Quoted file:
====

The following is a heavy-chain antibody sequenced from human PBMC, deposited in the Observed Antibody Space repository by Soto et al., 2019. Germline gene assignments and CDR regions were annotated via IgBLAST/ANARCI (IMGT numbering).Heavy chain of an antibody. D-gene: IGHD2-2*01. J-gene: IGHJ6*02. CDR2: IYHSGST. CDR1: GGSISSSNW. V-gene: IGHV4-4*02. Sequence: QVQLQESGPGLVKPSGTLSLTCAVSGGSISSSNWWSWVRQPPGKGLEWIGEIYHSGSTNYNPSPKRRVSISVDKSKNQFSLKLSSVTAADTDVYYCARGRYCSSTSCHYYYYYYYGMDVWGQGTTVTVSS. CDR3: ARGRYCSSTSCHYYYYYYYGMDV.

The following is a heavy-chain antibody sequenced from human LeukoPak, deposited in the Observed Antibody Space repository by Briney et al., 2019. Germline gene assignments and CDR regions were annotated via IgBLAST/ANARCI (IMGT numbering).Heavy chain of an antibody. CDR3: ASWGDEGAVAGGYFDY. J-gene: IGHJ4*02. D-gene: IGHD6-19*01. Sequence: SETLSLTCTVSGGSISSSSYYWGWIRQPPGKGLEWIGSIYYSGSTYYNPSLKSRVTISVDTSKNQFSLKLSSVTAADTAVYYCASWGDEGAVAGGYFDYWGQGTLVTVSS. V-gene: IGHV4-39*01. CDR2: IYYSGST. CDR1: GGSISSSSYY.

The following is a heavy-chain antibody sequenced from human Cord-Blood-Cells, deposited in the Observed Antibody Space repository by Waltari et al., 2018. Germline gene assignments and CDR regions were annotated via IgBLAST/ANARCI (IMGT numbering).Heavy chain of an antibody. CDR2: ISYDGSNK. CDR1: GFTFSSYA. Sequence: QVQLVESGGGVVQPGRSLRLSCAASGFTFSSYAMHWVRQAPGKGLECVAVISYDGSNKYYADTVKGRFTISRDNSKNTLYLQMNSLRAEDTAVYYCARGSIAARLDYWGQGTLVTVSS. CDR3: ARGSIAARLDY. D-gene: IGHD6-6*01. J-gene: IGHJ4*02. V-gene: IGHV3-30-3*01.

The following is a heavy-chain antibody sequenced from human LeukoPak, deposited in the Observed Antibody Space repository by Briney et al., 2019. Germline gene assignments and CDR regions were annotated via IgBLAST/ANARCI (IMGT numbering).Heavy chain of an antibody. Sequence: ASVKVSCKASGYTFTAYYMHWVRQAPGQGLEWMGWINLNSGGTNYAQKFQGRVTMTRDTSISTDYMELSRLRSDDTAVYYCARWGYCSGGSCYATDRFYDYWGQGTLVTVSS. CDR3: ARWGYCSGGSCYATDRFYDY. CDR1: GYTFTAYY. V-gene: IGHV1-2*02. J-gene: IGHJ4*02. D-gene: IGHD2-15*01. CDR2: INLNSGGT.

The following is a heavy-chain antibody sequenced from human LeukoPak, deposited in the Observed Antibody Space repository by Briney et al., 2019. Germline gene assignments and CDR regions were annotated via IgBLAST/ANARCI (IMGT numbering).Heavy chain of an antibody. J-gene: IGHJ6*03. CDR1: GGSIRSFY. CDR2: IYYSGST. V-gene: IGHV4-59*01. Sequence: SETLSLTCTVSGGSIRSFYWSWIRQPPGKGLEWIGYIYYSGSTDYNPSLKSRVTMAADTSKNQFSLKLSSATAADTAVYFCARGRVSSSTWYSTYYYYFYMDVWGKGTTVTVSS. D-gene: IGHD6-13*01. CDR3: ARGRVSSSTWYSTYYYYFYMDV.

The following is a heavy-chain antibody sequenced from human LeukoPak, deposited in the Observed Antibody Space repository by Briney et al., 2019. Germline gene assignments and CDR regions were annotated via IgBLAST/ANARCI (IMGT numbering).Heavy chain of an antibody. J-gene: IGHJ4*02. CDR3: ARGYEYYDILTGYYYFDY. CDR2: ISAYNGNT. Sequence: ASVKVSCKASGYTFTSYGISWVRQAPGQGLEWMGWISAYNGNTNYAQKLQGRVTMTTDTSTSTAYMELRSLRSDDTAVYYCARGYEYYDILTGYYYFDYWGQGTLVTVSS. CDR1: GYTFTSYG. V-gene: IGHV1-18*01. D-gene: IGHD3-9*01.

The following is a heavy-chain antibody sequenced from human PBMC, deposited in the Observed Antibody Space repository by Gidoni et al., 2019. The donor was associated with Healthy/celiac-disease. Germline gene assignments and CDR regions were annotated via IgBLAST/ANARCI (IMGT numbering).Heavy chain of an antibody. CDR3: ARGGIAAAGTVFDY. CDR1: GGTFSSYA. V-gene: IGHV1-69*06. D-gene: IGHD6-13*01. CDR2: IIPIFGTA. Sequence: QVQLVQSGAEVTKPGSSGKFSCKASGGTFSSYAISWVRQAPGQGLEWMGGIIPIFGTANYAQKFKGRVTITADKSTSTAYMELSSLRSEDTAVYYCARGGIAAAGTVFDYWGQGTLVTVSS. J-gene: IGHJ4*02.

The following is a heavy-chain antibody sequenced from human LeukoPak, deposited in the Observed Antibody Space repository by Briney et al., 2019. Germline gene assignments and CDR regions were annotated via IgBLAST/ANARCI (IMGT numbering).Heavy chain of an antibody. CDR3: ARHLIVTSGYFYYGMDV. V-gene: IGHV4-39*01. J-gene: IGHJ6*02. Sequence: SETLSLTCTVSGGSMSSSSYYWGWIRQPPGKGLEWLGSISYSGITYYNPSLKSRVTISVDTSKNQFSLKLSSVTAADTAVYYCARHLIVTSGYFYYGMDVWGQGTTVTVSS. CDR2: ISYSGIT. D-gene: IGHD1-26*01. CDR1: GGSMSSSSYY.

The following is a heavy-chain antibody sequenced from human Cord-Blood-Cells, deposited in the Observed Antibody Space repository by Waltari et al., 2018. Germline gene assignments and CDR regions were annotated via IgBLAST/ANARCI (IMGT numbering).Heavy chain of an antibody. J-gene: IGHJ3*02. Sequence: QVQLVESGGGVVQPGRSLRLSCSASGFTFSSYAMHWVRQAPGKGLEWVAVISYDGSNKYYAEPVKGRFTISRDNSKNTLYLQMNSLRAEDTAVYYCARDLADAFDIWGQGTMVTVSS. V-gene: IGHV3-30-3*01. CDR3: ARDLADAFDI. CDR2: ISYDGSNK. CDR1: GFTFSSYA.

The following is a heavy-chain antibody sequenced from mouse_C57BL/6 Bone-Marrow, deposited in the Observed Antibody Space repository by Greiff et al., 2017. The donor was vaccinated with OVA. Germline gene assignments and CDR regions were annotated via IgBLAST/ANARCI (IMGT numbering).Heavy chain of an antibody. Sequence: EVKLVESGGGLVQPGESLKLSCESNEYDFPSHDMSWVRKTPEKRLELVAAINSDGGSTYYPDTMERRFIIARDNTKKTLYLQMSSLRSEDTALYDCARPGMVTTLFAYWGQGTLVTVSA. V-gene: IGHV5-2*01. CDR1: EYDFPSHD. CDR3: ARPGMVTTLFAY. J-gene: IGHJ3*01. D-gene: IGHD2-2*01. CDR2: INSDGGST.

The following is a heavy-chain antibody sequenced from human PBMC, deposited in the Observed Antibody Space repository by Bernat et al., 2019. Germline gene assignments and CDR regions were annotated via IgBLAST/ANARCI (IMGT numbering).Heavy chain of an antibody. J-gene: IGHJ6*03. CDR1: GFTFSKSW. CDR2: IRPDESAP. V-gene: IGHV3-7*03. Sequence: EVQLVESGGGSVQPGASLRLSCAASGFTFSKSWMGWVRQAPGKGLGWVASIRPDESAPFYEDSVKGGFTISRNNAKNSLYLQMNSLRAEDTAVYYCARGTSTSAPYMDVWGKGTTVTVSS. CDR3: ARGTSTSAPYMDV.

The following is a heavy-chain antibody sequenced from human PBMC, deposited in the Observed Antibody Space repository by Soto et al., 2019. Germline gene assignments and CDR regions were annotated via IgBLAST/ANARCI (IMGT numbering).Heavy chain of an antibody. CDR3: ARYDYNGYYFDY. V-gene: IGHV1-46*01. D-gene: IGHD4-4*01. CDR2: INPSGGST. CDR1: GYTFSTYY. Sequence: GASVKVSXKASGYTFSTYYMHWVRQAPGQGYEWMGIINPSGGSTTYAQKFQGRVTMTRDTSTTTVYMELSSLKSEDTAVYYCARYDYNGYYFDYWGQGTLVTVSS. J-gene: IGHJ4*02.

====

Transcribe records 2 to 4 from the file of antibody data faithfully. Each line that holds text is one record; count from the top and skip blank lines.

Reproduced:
The following is a heavy-chain antibody sequenced from human LeukoPak, deposited in the Observed Antibody Space repository by Briney et al., 2019. Germline gene assignments and CDR regions were annotated via IgBLAST/ANARCI (IMGT numbering).Heavy chain of an antibody. CDR3: ASWGDEGAVAGGYFDY. J-gene: IGHJ4*02. D-gene: IGHD6-19*01. Sequence: SETLSLTCTVSGGSISSSSYYWGWIRQPPGKGLEWIGSIYYSGSTYYNPSLKSRVTISVDTSKNQFSLKLSSVTAADTAVYYCASWGDEGAVAGGYFDYWGQGTLVTVSS. V-gene: IGHV4-39*01. CDR2: IYYSGST. CDR1: GGSISSSSYY.

The following is a heavy-chain antibody sequenced from human Cord-Blood-Cells, deposited in the Observed Antibody Space repository by Waltari et al., 2018. Germline gene assignments and CDR regions were annotated via IgBLAST/ANARCI (IMGT numbering).Heavy chain of an antibody. CDR2: ISYDGSNK. CDR1: GFTFSSYA. Sequence: QVQLVESGGGVVQPGRSLRLSCAASGFTFSSYAMHWVRQAPGKGLECVAVISYDGSNKYYADTVKGRFTISRDNSKNTLYLQMNSLRAEDTAVYYCARGSIAARLDYWGQGTLVTVSS. CDR3: ARGSIAARLDY. D-gene: IGHD6-6*01. J-gene: IGHJ4*02. V-gene: IGHV3-30-3*01.

The following is a heavy-chain antibody sequenced from human LeukoPak, deposited in the Observed Antibody Space repository by Briney et al., 2019. Germline gene assignments and CDR regions were annotated via IgBLAST/ANARCI (IMGT numbering).Heavy chain of an antibody. Sequence: ASVKVSCKASGYTFTAYYMHWVRQAPGQGLEWMGWINLNSGGTNYAQKFQGRVTMTRDTSISTDYMELSRLRSDDTAVYYCARWGYCSGGSCYATDRFYDYWGQGTLVTVSS. CDR3: ARWGYCSGGSCYATDRFYDY. CDR1: GYTFTAYY. V-gene: IGHV1-2*02. J-gene: IGHJ4*02. D-gene: IGHD2-15*01. CDR2: INLNSGGT.